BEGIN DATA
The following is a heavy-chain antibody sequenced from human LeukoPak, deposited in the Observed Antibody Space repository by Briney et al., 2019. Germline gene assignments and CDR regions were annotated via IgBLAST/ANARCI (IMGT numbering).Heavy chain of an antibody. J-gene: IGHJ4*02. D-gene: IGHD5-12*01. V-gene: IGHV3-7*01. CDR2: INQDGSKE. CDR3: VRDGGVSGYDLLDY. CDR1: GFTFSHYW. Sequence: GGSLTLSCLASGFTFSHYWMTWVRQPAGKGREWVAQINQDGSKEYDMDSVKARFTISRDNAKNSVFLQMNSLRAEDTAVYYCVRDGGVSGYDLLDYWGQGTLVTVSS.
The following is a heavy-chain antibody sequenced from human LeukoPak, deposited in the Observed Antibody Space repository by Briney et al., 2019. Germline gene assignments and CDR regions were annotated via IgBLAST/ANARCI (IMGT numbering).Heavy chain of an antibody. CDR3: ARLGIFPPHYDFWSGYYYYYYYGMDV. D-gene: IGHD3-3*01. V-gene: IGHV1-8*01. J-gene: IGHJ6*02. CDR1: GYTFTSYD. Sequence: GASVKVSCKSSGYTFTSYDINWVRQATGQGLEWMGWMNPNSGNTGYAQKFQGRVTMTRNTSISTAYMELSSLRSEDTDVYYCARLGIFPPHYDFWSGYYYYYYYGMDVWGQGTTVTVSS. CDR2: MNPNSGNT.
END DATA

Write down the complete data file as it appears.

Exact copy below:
The following is a heavy-chain antibody sequenced from human LeukoPak, deposited in the Observed Antibody Space repository by Briney et al., 2019. Germline gene assignments and CDR regions were annotated via IgBLAST/ANARCI (IMGT numbering).Heavy chain of an antibody. J-gene: IGHJ4*02. D-gene: IGHD5-12*01. V-gene: IGHV3-7*01. CDR2: INQDGSKE. CDR3: VRDGGVSGYDLLDY. CDR1: GFTFSHYW. Sequence: GGSLTLSCLASGFTFSHYWMTWVRQPAGKGREWVAQINQDGSKEYDMDSVKARFTISRDNAKNSVFLQMNSLRAEDTAVYYCVRDGGVSGYDLLDYWGQGTLVTVSS.
The following is a heavy-chain antibody sequenced from human LeukoPak, deposited in the Observed Antibody Space repository by Briney et al., 2019. Germline gene assignments and CDR regions were annotated via IgBLAST/ANARCI (IMGT numbering).Heavy chain of an antibody. CDR3: ARLGIFPPHYDFWSGYYYYYYYGMDV. D-gene: IGHD3-3*01. V-gene: IGHV1-8*01. J-gene: IGHJ6*02. CDR1: GYTFTSYD. Sequence: GASVKVSCKSSGYTFTSYDINWVRQATGQGLEWMGWMNPNSGNTGYAQKFQGRVTMTRNTSISTAYMELSSLRSEDTDVYYCARLGIFPPHYDFWSGYYYYYYYGMDVWGQGTTVTVSS. CDR2: MNPNSGNT.